Further these "lines", a word the President correctly used, are not "borders". They never were. They are armistice, lines. This is a not a pedantic difference. It goes to the heart of the issue, ie that when those armistice lines were established their would be negotiation "BASED" on them for borders.

To call these lines borders and to lie about the president saying that Israel must return to them is as disingenuous as anything you claim of those on the right.

And just so you know you're in good company, all the right wing fanatics are making the same "mistake" (NOT) to promote their agenda.

As I've always said today's enemy is fanaticism, whether from the right OR the left.


Potter said...

Thank you for releasing this interview. Again I can't help feeling what a reasonable man Abbas is. He is not asking for anything that is not just in my opinion... and his patience amazes me but he is running out of it. Also, BA, thank you - this is intelligent ( as ever) and thoughtful and sincere all the way around.

Folks, listen.

Y. Ben-David said...

Abbas is a "reasonable man"? Holocaust-denier Abbas? Did you see all the falsehoods spewed out in the article that was written in his name in the New York Times? He claims the UN failed to give them a state in 1947 when it was the Arabs who turned it down flat.
He can say anything he wants in interviews with gullible people like Bernie when he speaks to them. He never tells his own people that he is going to make a compromise peace. He keeps reiterating his demand for the "right of return" of the refugees which is a non-starter.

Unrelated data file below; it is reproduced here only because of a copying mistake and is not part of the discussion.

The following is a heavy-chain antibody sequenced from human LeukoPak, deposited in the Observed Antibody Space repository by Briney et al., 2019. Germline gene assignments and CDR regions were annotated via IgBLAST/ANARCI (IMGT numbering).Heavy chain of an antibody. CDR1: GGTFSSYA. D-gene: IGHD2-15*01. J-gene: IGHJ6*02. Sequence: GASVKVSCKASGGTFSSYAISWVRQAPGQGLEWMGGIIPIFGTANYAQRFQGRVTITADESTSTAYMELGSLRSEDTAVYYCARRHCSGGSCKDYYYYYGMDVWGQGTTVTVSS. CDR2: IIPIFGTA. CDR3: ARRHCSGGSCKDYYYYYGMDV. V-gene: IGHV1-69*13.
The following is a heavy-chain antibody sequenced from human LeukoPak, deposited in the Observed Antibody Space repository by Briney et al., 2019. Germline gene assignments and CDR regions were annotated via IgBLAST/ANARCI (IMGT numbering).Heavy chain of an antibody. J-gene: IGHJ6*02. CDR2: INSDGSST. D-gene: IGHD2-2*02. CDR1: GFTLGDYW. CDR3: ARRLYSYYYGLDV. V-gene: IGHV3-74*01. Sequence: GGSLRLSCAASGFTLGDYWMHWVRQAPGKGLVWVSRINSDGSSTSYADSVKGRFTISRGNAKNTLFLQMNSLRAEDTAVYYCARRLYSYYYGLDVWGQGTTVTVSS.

There is NO prospect of any compromise peace agreement in the foreseeable future and it is NOT Israel's fault. You don't believe me? Well, why didn't he make an agreement with "peace-dove" Olmert when he had the chance? (Olmert-who offered up all of the Jewish holy places in Jerusalem to the Palestinians under the cover of "internationalization"?) How on earth can he make a coalition with HAMAS and make concessions to Israel at the same time? What about the radicalization that is going on in the Arab world..will that give him the backing to make concessions? All the peace talk is nothing more than wishful thinking.

Free Online Tutoring said...

The hyper inflated reactions such as references to Auschwitz are appalling, and only underline how they will disrespect genuine victims in a pathetic attempt to associate themselves with tragedy as a way to immunise themselves from criticism.

Employment Experts said...

It's a shame that a politician who I look up to would ignore the obvious human rights violations by Israel. It's really a shame that apartheid still exists in this world and I sincerely hope that U.S. policies to diplomacy in the Middle East developing into something more peaceful.

It is true that Hamas is terrible. But in my mind, Obama needs to bring the situation between these two states into perspective and see the tracks of trot committed.